CXXV. Pouring Milk on the Ceiling

Mother’s Day, May 11, 2014— She grasped her cereal bowl by the handle and tilted it filled with Cheerios, blueberries and sliced banana: “What are you doing?” I asked. “I want to pour milk on the ceiling.” Well, don’t we all.

That was Emma, my mother, in November 2009, in the middle stages of dementia. That was when she had trouble getting the right words out, when she said to me, “Get out of my whale!” and to our friend R, when she thanked him for coming over and making a special dinner for us, “Spizzle jitney.”

She wasn’t always that way, of course. She made sure I was properly educated – a public school so I could get to know all types of people – in culture and social graces: I must be refined.

She sang me nursery songs, recited nursery rhymes with me, gave me books, read to me, taught me piano and gave me ballet and tap dancing lessons and swimming lessons; she sent me to modeling and charm school, she took me to afternoon teas, to dinner at fine restaurants; she made sure my hair was cut and permed (so you could see my face), despite my wanting long braids and bangs. I remember my poodle cut. Years later, she and I took long trips together, and she sat patiently on a bench for an hour with her apricot toy poodle BeeGee at her side in Harpers Ferry, W. Va., while I shot photos of the historic site. She loved to travel and was always studying roadmaps.

In the early 1940s, when Daddy was away in the Army, together we’d walk down the hill to the American Store to deliver the can of fat she had saved for the war effort. She planted flowers in a color coordinated garden, while I sat outside with her and made “coffee” – mud and water mixed in a can. She’d hand me a saltshaker and send me outside to catch robins by sprinkling salt on their tails. I chased many a robin that flew away. A week ago a robin built a nest at the transom window above my front door. I regard this as a good omen.

Emma loved her children and family. She took us for walks in the coach and the stroller. She took us in town, Philadelphia, on the trolley and the el and subway shopping with her. She said that if my brother were born first, she never would have had me. He consistently wandered off among the clothing racks in the department store and it took a long time to find him. He walked a mile alone, when he was three, to my elementary school to meet me at the hour school let out. He waited on the front steps, we were let out the back, so I missed him. Emma was frantic. She had to call the police to find him.

Emma was always drawing house floor plans. She painted a mural on our bathroom wall in the early 1950s; later when she retired from her executive secretarial job, she painted watercolors. While she was working, she raised toy poodles and showed them. One, little black Itzy, became a champion. At the same time, she took in her beloved Aunt Mary and cared for her in her last days. One day Emma and I had a terrible argument. Aunt Mary said to me, gently, “Don’t argue with your mother. Be kind to her.” I’ve never forgotten Aunt Mary’s wise words.

Emma sang in a community chorus and modeled. She appeared on local television in the early 1950s in a fashion show, with her friend who ran the modeling agency, in a red taffeta dress, with crinolines buoying up the full skirt; of course, on the black and white TV of those days the dress looked medium gray.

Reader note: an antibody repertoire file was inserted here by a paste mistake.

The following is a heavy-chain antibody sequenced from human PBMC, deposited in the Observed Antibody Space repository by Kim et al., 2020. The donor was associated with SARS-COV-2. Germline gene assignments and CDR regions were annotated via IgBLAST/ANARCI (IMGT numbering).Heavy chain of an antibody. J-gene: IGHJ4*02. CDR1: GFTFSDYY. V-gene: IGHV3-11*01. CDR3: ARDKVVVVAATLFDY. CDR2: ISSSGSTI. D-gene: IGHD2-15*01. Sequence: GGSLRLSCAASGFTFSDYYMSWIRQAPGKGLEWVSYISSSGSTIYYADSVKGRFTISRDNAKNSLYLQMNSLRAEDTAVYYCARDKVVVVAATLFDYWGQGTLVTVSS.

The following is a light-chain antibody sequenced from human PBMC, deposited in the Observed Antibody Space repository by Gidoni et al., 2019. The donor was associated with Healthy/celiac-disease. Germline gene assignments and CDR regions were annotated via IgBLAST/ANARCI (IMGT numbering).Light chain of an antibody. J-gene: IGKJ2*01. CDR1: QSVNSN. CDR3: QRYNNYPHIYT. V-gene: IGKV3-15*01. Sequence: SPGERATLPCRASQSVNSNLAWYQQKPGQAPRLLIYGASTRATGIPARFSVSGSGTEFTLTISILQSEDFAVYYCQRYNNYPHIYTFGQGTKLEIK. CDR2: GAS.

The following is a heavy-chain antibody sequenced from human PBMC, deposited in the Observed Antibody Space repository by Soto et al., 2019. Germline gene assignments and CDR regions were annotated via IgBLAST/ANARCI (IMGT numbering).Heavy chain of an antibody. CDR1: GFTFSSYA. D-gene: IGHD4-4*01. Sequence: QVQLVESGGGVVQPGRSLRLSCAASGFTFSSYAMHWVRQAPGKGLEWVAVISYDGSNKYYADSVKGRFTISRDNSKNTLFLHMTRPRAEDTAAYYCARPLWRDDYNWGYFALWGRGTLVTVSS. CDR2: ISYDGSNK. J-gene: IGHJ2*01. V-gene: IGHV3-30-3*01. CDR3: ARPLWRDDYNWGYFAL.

When Kellie, my daughter, was born, we stayed with Emma the first two weeks while I recuperated and she showed me what to do. I had no clue how to handle a baby. “Why is she fussing so much in her bath?” I asked Emma. “Because she’s saying, ‘Don’t take so long, Mommy.’”

Entertaining was a priority for Emma. She often hosted luncheons and dinners for “The Group,” her friends. Her home was beautifully and artfully decorated, as were her table settings, the meals delicious. She and her friends, from modeling days, went out to lunch at the DuPont Hotel or Country Club or a restaurant on the Chesapeake & Delaware Canal or the Chesapeake Bay, monthly, dressed in heels (even in their 80s), hats and gloves.

Best of all, for all of us friends and family, was her beachfront home in Avalon, N.J. Friends came for the weekend and Emma laundered fresh linens, prepared all the meals, and supplied beach towels and umbrellas. In late afternoons we’d lounge in the chaises on the deck overlooking the boardwalk, low dunes and surf. Grandchildren came and stayed for a week or two, but they didn’t get away with anything with their grandmom. One weekend I brought both my friends Mike and George down to the shore. Years later she remarked that she never could figure out how I’d succeeded in bringing two men friends with me at the same time.

All who knew Emma loved her; she was sweet and talented, they said; she kept a beautiful home. And she was beautiful, even until her dying day, at 97. Most of Emma’s friends died before she did. “I always thought I’d go first,” she said. But she marked her calendar, and waited till the next luncheon date in heaven, and then she went. We all miss her and those good times.

She was always there for me when I needed understanding and comfort. We were good friends. Emma’s been gone two years now.

She’d love our flower bed this Mother’s Day if she could see it blooming with pure white and deep pink tulips, red azaleas and pale purple irises; the yellow roses beginning to bud. Maybe she is watching over us. And so I raise a glass (probably not of milk) to the ceiling to our mother and friend, Emma, for all the many kindnesses, love and fun she gave us.

Happy Mother’s Day.

Samantha Mozart

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